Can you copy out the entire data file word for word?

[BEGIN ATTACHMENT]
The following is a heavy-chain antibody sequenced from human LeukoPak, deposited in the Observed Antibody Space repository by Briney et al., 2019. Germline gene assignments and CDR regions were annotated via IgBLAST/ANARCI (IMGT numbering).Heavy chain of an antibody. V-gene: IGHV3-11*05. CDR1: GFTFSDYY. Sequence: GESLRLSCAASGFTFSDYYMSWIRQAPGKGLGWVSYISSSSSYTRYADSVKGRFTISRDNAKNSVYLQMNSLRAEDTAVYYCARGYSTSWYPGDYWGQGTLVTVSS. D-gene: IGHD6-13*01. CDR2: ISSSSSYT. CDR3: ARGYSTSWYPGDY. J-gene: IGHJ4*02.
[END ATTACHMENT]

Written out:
The following is a heavy-chain antibody sequenced from human LeukoPak, deposited in the Observed Antibody Space repository by Briney et al., 2019. Germline gene assignments and CDR regions were annotated via IgBLAST/ANARCI (IMGT numbering).Heavy chain of an antibody. V-gene: IGHV3-11*05. CDR1: GFTFSDYY. Sequence: GESLRLSCAASGFTFSDYYMSWIRQAPGKGLGWVSYISSSSSYTRYADSVKGRFTISRDNAKNSVYLQMNSLRAEDTAVYYCARGYSTSWYPGDYWGQGTLVTVSS. D-gene: IGHD6-13*01. CDR2: ISSSSSYT. CDR3: ARGYSTSWYPGDY. J-gene: IGHJ4*02.